Subscribe for 17¢ / day

BUTTE — There was something about the rarified heights of mountains that brought Robert E. Lee peace.

Don Heffington remembers hiking up Mount Evans in the Anaconda Range with Lee a few years ago. Another group of hikers happened to come to the same point right after them.

Heffington recalls Lee jokingly berating the newcomers, “What are you doing on my mountain?”

Lee, 55, was found dead near the top of the East Ridge last week — a victim of a possible fall. It is an area that Lee, according to Heffington, literally called his own.

Lee is a mystery to most local people, including police who haven’t been able to find any of his relatives since hikers discovered his body nearly a week ago.

But those who knew Lee described him as an intelligent, spiritual and private person who preferred the company of mountains rather than people.

The man felt like an outcast, according to Heffington, of Butte. He was a black man living in a predominately white town. (It can be ignored that he — an African American — had the same name as the top commander for the Confederate Army.) Heffington said his friend sometimes felt “picked on” and people saw him as a hermit.

“He was very talented,” Heffington said. “He wasn’t crazy; he was as sane as anybody.”

To escape public scrutiny, and to develop his spirituality, Heffington said Lee regularly lived in a manmade cave high on the East Ridge for the past decade. A practicing Buddhist, Lee spent his days meditating at his mountain lair.

Lee carved out his small, earthen den using small hand tools. It contained a bunk and cabinets that he had built to store his food. Heffington said the craftsmanship was impressive.

Lee even made a wood-burning stove out of a small can and had a chimney.

A stream ran near his den.

“He’d go down every morning with a bucket and collect water,” Heffington said.

Capt. George Skuletich said investigators plan to search Lee’s den to search for clues — like letters — that could point them to his relatives.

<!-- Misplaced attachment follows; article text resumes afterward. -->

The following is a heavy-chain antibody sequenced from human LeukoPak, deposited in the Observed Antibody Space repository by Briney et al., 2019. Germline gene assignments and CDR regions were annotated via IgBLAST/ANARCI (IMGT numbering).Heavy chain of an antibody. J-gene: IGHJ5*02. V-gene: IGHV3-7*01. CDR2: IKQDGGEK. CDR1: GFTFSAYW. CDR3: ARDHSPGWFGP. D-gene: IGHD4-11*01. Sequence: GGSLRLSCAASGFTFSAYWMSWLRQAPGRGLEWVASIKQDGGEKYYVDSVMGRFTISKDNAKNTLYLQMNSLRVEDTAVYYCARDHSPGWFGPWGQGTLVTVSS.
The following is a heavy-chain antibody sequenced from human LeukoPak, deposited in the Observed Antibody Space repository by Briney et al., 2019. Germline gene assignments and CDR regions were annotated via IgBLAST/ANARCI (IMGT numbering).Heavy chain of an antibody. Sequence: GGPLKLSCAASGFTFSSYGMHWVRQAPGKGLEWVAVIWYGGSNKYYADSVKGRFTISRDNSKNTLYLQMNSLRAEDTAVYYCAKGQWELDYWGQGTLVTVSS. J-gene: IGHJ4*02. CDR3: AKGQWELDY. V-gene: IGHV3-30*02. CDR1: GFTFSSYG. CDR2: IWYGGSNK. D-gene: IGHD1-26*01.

So far, police have had no luck.

Hikers found Lee’s body on the evening of May 16 while heading down from the Our Lady of the Rockies statue. Police went up the next morning and recovered his body. Investigators suspect Lee may have been injured after taking a fall and died from exposure. Coroner Lee LaBreche suspects Lee may have been dead for about 10 days before he was found. Lee was never reported missing.

This doesn’t surprise Heffington, because he believes Lee had been estranged from his family for many years. Though Lee rarely talked about his family, Heffington gleaned from his friend that he came from a family of successful, professional types.

“I think that’s one reason he chose the spiritual path. He never thought he lived up to his family’s expectations,” Heffington said.

Lee would live in town and do odd jobs and handyman work to make money. He helped Heffington build his house and assisted him in fixing washing machines at his laundry business.

“He worked just long enough to make enough money to buy food to last the winter,” Heffington said.

Martha Sorini, of Butte, said she used to rent a place to Lee whenever he was in town. She described him as a gracious and refined person who enjoyed spending time outdoors. She was sad when she learned about his death.

“We lost a really wonderful person,” she said.

Sorini said he was private and never talked about his family.

It was impressive to see Lee hike his way back up to his mountain den with his supplies, according to Heffington. He once saw Lee make two round trips in one day while hauling about 70 pounds of supplies.

The loss of this enigmatic and interesting man has been difficult for Heffington. When he thinks of his friend possibly languishing for days in the cold with an injury, Heffington tells himself that this was the way Lee would have wanted to go.

“He’d rather spend two days dying on a mountain than two years in a hospital bed slowing rotting away,” he said. “Robert was kind of a special guy.”